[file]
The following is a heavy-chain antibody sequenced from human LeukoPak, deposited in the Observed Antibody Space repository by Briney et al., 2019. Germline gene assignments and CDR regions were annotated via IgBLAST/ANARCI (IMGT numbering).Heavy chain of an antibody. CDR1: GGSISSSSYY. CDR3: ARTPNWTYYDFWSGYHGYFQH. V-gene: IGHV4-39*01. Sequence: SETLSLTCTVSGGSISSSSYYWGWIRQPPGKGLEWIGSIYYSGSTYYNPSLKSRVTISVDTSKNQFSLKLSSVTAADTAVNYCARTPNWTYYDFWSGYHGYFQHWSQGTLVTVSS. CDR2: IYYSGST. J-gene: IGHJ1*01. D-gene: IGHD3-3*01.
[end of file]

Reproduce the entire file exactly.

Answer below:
The following is a heavy-chain antibody sequenced from human LeukoPak, deposited in the Observed Antibody Space repository by Briney et al., 2019. Germline gene assignments and CDR regions were annotated via IgBLAST/ANARCI (IMGT numbering).Heavy chain of an antibody. CDR1: GGSISSSSYY. CDR3: ARTPNWTYYDFWSGYHGYFQH. V-gene: IGHV4-39*01. Sequence: SETLSLTCTVSGGSISSSSYYWGWIRQPPGKGLEWIGSIYYSGSTYYNPSLKSRVTISVDTSKNQFSLKLSSVTAADTAVNYCARTPNWTYYDFWSGYHGYFQHWSQGTLVTVSS. CDR2: IYYSGST. J-gene: IGHJ1*01. D-gene: IGHD3-3*01.